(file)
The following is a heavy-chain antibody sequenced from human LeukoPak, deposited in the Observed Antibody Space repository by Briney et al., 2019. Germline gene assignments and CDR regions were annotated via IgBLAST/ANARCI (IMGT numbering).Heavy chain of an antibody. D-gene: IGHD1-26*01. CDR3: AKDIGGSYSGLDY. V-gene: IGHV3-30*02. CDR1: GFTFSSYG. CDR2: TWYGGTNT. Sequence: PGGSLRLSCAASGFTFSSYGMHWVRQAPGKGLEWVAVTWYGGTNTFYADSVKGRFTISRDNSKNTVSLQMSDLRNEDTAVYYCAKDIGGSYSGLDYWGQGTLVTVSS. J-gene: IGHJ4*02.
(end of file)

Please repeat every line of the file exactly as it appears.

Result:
The following is a heavy-chain antibody sequenced from human LeukoPak, deposited in the Observed Antibody Space repository by Briney et al., 2019. Germline gene assignments and CDR regions were annotated via IgBLAST/ANARCI (IMGT numbering).Heavy chain of an antibody. D-gene: IGHD1-26*01. CDR3: AKDIGGSYSGLDY. V-gene: IGHV3-30*02. CDR1: GFTFSSYG. CDR2: TWYGGTNT. Sequence: PGGSLRLSCAASGFTFSSYGMHWVRQAPGKGLEWVAVTWYGGTNTFYADSVKGRFTISRDNSKNTVSLQMSDLRNEDTAVYYCAKDIGGSYSGLDYWGQGTLVTVSS. J-gene: IGHJ4*02.